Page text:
This is not the answer. stdin is a buffered input stream, and fread() will read buffered data, and on Windows it will be reading in text mode and convert \r\n to a single character, which will be bad for binary data. –  Chris Lutz Oct 21 '09 at 6:35

fgets() is all wrong here. It's aimed at human-readable ASCII text terminated by end-of-line characters, not binary data, and won't get you what you need.

I recently did exactly what you want using the read() call. Unless your program has explicitly closed stdin, for the first argument (the file descriptor), you can use a constant value of 0 for stdin. Or, if you're on a POSIX system (Linux, Mac OS X, or some other modern variant of Unix), you can use STDIN_FILENO.

share|improve this answer
1  
This won't work for non-POSIX systems, of course, which defeats the purpose, because on POSIX systems there is no difference between binary reading and text reading for filehandles. –  Chris Lutz Oct 21 '09 at 6:33
    
I'm not sure why you got voted down. read() is the more appropriate call. –  Catskul Nov 4 '09 at 6:18

I don't know what OS you are running, but you typically cannot "open stdin in binary". You can try things like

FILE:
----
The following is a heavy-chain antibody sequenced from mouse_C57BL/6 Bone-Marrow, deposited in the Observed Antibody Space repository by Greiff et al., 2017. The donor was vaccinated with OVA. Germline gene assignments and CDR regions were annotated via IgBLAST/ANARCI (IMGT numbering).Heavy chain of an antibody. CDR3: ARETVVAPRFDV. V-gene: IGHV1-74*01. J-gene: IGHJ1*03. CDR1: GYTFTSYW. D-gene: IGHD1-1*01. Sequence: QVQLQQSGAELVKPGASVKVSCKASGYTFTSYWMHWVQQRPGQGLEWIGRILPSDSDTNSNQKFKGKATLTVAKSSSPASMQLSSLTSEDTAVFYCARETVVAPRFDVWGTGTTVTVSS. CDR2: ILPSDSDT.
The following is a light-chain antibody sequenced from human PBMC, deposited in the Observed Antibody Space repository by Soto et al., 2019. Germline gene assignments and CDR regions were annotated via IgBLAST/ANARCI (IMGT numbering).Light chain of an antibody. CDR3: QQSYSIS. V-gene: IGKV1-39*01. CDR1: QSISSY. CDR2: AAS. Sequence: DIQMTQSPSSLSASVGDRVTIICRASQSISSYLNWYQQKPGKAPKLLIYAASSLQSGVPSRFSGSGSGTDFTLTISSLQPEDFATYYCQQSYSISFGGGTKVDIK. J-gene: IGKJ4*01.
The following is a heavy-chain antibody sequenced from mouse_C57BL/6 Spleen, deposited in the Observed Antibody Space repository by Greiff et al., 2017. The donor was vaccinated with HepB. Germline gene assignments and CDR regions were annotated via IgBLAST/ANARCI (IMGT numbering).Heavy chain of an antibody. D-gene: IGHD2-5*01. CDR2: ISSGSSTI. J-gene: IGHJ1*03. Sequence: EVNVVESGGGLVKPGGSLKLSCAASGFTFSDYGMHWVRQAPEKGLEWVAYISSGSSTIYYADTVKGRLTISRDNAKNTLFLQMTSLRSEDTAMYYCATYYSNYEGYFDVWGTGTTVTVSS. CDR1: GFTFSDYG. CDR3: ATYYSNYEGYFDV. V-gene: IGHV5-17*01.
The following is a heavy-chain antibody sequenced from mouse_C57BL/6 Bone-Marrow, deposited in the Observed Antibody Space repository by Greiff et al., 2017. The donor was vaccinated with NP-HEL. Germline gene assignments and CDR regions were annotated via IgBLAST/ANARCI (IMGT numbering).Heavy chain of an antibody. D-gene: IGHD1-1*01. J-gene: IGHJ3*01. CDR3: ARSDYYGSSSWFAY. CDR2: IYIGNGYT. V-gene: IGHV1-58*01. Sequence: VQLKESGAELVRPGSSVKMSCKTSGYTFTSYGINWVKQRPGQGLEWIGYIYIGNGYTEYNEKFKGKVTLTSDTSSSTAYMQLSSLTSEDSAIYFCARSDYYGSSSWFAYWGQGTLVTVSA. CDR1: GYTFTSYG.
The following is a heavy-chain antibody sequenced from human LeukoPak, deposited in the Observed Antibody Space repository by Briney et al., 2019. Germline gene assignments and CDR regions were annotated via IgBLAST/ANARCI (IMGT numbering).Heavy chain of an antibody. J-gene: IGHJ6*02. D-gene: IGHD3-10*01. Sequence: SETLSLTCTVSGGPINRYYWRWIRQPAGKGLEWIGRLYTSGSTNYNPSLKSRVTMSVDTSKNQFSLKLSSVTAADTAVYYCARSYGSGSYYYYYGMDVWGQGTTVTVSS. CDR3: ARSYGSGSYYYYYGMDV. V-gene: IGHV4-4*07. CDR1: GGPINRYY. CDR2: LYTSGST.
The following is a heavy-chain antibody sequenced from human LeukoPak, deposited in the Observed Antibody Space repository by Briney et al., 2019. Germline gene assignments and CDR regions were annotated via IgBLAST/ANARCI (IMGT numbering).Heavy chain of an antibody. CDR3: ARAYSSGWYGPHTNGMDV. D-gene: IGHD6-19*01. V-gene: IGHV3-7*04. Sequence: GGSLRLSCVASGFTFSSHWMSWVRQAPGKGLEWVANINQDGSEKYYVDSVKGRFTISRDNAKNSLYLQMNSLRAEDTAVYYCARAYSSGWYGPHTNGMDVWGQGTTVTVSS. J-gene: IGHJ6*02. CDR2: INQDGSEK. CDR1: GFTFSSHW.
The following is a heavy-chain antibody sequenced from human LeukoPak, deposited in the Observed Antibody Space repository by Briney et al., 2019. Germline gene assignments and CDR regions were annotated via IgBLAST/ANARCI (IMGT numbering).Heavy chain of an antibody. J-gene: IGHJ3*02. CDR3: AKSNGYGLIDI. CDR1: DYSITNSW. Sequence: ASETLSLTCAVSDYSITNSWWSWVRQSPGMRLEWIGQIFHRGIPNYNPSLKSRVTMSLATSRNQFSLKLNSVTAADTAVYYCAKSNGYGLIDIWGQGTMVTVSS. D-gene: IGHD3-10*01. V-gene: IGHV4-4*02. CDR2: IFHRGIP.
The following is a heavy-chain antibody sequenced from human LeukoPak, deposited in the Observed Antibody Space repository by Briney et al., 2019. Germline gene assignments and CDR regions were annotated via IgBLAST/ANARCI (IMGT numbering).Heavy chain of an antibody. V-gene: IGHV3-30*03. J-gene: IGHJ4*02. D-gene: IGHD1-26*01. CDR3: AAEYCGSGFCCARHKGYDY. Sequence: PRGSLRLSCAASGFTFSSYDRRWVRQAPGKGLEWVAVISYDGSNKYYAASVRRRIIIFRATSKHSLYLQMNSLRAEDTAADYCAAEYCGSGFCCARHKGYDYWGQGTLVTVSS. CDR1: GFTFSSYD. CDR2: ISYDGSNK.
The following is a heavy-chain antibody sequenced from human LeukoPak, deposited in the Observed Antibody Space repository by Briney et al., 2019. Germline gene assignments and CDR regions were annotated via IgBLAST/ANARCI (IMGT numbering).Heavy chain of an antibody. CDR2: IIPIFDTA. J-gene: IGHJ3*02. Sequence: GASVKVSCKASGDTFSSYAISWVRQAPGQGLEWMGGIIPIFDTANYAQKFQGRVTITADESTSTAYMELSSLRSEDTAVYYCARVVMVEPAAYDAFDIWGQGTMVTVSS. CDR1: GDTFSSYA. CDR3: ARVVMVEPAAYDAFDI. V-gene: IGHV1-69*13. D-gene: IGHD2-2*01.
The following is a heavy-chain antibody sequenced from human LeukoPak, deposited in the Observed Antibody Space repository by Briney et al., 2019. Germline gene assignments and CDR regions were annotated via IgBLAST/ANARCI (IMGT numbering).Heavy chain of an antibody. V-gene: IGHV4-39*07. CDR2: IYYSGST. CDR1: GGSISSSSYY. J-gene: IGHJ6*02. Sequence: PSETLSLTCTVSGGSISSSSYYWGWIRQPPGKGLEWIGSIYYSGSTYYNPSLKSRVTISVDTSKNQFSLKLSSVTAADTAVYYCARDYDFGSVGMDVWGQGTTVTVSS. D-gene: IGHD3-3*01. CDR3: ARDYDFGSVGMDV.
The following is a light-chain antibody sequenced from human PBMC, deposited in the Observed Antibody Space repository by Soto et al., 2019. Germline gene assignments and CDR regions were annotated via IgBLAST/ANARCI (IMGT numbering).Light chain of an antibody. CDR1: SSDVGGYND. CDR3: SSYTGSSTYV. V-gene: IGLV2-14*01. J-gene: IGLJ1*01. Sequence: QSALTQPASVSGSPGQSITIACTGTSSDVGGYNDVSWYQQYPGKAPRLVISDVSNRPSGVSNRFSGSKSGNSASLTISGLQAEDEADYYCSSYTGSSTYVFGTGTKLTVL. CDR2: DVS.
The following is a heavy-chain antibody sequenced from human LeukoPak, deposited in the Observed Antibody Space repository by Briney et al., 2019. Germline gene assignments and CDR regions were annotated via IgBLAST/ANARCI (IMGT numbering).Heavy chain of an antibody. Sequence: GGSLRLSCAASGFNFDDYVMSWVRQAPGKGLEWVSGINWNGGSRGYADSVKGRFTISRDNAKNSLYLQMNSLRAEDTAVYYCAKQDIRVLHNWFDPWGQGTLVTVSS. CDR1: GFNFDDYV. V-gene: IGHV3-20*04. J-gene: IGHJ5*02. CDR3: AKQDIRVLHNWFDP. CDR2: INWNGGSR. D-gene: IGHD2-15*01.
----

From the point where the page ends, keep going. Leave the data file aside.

int fd = fdreopen (fileno (stdin), outfname, O_RDONLY | OPEN_O_BINARY);

to try to force it. Then use

uint32_t opcode;
read(fd, &opcode, sizeof (opcode));

But I have no actually tried it myself. :)

share|improve this answer
    
You don't have to do the fdreopen(). stdin is always open - see my answer. –  Bob Murphy Oct 21 '09 at 6:23
1  
WTF?? I know its open, that's the only kind of file you can FEED into fdreopen. But it has the wrong MODE. stdin is opened as a TEXT file. The guy wants to read raw binary data, and text isn't going to cut it. –  Paul Hsieh Oct 21 '09 at 21:58

Quite interestingly here's a pastebin link that appears to do what you want:
http://pastebin.com/jBnbYCEb

For future reference I'll copy-paste it's content here as well.

char buffer[4] = {0,0,0,0}; //initialize to 0
unsigned long c = 0;
int bytesize = 4; //read in 32 bits
while( fgets(buffer, bytesize, stdin) ){
  memcpy( &c, buffer, bytesize); //copy the data to a more usable structure for bit manipulation later
  //more stuff
  buffer[0]=0; buffer[1]=0; buffer[2]=0; buffer[3]=0; //set to zero before next loop
}
fclose(stdin);

freopen(NULL, "rb", stdin);

#ifdef _WIN32
# include <io.h>
# include <fcntl.h>
# define SET_BINARY_MODE(handle) setmode(handle, O_BINARY)
#else
# define SET_BINARY_MODE(handle) ((void)0)
#endif

int fd = fdreopen (fileno (stdin), outfname, O_RDONLY | OPEN_O_BINARY);

uint32_t opcode;
read(fd, &opcode, sizeof (opcode));
share|improve this answer
up vote -1 down vote accepted

I had it right the first time, except, I needed ntohl ... http://stackoverflow.com/questions/1614399/c-endian-conversion-bit-by-bit/1615275#1615275

share|improve this answer

Your Answer

 
discard

By posting your answer, you agree to the privacy policy and terms of service.

Not the answer you're looking for? Browse other questions tagged or ask your own question.